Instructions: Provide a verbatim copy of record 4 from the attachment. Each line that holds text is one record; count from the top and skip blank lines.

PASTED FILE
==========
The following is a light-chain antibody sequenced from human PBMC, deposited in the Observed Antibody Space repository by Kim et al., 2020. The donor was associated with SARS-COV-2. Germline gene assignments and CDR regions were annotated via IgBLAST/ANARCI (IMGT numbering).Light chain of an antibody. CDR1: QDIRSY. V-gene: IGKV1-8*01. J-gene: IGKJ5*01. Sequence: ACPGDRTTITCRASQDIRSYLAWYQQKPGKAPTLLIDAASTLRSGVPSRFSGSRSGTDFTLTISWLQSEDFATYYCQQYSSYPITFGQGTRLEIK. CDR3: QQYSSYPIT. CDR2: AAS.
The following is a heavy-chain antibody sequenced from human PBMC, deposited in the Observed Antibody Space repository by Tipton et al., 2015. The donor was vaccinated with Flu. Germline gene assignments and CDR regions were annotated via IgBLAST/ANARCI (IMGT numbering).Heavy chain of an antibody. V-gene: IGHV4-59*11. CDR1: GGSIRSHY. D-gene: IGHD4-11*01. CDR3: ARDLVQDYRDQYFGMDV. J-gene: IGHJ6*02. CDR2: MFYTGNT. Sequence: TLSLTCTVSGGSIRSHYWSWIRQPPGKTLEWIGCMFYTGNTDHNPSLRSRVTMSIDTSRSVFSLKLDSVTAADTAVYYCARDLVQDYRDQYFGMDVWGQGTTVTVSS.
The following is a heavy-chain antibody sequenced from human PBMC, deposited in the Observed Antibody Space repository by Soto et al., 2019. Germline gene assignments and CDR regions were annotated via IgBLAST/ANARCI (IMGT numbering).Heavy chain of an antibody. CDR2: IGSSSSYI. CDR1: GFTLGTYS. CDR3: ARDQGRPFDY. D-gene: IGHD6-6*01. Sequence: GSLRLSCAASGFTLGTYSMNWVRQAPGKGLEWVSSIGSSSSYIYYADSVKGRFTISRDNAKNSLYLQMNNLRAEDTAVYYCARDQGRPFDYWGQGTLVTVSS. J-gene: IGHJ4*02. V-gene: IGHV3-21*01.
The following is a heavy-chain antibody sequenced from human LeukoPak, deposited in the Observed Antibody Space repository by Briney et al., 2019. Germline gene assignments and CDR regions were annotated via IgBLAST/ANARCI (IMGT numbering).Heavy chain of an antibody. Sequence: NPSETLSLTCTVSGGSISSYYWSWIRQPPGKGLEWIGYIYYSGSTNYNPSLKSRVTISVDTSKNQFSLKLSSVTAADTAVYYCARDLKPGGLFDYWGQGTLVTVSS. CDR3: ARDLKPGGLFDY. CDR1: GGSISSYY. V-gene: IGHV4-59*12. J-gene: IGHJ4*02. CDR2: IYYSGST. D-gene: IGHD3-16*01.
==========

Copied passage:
The following is a heavy-chain antibody sequenced from human LeukoPak, deposited in the Observed Antibody Space repository by Briney et al., 2019. Germline gene assignments and CDR regions were annotated via IgBLAST/ANARCI (IMGT numbering).Heavy chain of an antibody. Sequence: NPSETLSLTCTVSGGSISSYYWSWIRQPPGKGLEWIGYIYYSGSTNYNPSLKSRVTISVDTSKNQFSLKLSSVTAADTAVYYCARDLKPGGLFDYWGQGTLVTVSS. CDR3: ARDLKPGGLFDY. CDR1: GGSISSYY. V-gene: IGHV4-59*12. J-gene: IGHJ4*02. CDR2: IYYSGST. D-gene: IGHD3-16*01.